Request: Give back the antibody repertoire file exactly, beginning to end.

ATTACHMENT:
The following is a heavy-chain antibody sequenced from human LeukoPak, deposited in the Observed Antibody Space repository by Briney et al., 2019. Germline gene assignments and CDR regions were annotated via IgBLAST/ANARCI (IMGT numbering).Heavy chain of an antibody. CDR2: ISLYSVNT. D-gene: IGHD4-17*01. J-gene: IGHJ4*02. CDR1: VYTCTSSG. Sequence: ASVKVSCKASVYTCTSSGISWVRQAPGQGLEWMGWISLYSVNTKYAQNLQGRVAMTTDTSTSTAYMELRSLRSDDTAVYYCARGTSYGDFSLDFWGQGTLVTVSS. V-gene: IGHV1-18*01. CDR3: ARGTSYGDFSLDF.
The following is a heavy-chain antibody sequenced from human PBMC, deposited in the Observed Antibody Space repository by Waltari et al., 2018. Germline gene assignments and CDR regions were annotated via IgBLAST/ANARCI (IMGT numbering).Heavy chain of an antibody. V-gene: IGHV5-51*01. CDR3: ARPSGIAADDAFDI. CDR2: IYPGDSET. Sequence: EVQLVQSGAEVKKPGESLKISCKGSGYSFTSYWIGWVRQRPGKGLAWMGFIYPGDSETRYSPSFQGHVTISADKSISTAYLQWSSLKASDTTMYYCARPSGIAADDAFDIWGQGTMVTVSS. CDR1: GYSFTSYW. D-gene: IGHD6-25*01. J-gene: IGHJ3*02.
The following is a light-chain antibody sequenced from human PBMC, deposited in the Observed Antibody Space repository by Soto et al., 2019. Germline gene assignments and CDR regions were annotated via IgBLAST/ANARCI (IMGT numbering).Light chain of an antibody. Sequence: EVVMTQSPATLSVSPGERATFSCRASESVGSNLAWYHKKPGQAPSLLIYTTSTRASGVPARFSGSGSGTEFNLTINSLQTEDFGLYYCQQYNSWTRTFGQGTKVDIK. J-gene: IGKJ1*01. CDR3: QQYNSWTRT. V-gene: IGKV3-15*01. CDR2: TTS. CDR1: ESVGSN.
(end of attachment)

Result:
The following is a heavy-chain antibody sequenced from human LeukoPak, deposited in the Observed Antibody Space repository by Briney et al., 2019. Germline gene assignments and CDR regions were annotated via IgBLAST/ANARCI (IMGT numbering).Heavy chain of an antibody. CDR2: ISLYSVNT. D-gene: IGHD4-17*01. J-gene: IGHJ4*02. CDR1: VYTCTSSG. Sequence: ASVKVSCKASVYTCTSSGISWVRQAPGQGLEWMGWISLYSVNTKYAQNLQGRVAMTTDTSTSTAYMELRSLRSDDTAVYYCARGTSYGDFSLDFWGQGTLVTVSS. V-gene: IGHV1-18*01. CDR3: ARGTSYGDFSLDF.
The following is a heavy-chain antibody sequenced from human PBMC, deposited in the Observed Antibody Space repository by Waltari et al., 2018. Germline gene assignments and CDR regions were annotated via IgBLAST/ANARCI (IMGT numbering).Heavy chain of an antibody. V-gene: IGHV5-51*01. CDR3: ARPSGIAADDAFDI. CDR2: IYPGDSET. Sequence: EVQLVQSGAEVKKPGESLKISCKGSGYSFTSYWIGWVRQRPGKGLAWMGFIYPGDSETRYSPSFQGHVTISADKSISTAYLQWSSLKASDTTMYYCARPSGIAADDAFDIWGQGTMVTVSS. CDR1: GYSFTSYW. D-gene: IGHD6-25*01. J-gene: IGHJ3*02.
The following is a light-chain antibody sequenced from human PBMC, deposited in the Observed Antibody Space repository by Soto et al., 2019. Germline gene assignments and CDR regions were annotated via IgBLAST/ANARCI (IMGT numbering).Light chain of an antibody. Sequence: EVVMTQSPATLSVSPGERATFSCRASESVGSNLAWYHKKPGQAPSLLIYTTSTRASGVPARFSGSGSGTEFNLTINSLQTEDFGLYYCQQYNSWTRTFGQGTKVDIK. J-gene: IGKJ1*01. CDR3: QQYNSWTRT. V-gene: IGKV3-15*01. CDR2: TTS. CDR1: ESVGSN.